Total current that can be drawn from a battery depends on discharge capacity (C) and ampere-hour (Ah) rating of a battery. Maximum continuous current that can be drawn from batter can be given as follows
Maximum Current (A) = discharge capacity (C) x ampere-hour(Ah)
For example, in your case if you are using 5000mAh, 25C battery, then you can draw maximum 125A continuously.
Generally discharge capacity of battery is mentioned as continuous discharge and burst discharge. Continuous discharge rating can be used to calculate maximum allowed continuous current. Burst discharge rating can be used to calculate maximum burst current that an be handled by battery. Usually burst current is can be drawn for few seconds (less than 10 seconds).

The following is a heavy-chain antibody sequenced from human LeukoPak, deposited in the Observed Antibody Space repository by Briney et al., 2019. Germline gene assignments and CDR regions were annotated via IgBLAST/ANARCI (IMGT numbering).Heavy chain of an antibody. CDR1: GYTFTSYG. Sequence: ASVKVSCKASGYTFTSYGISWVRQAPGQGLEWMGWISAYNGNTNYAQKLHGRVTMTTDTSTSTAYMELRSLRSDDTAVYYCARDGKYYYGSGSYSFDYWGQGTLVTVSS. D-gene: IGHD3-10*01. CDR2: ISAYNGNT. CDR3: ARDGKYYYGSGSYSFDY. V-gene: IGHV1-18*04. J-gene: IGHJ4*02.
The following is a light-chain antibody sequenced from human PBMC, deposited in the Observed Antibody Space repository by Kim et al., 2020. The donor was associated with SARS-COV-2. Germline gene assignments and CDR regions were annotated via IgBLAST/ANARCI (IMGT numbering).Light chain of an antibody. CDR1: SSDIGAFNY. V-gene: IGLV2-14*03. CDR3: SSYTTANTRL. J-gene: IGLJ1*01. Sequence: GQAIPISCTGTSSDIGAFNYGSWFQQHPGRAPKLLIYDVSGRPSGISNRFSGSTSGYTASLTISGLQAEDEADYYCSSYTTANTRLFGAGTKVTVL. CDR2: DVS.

For example, in your case if you are using 5000mAh, 25C-50C battery, they you can draw 125A continuous and 250A burst current.
So for application purpose, one should always use continuous discharge rating for calculations and keep in mind burst rating only as fail-safe.
If you are using batteries in parallel then make sure all have same discharge rating. Discharge rating and voltage of resultant battery will be same as individual battery and only Ah rating will add up. So in your case, resultant battery should be 9600mAh, 25C then only it will be able to supply 240A(8x30A) continuously. In case you are using 4 batteries in parallel then each battery should be at least 2400mAh.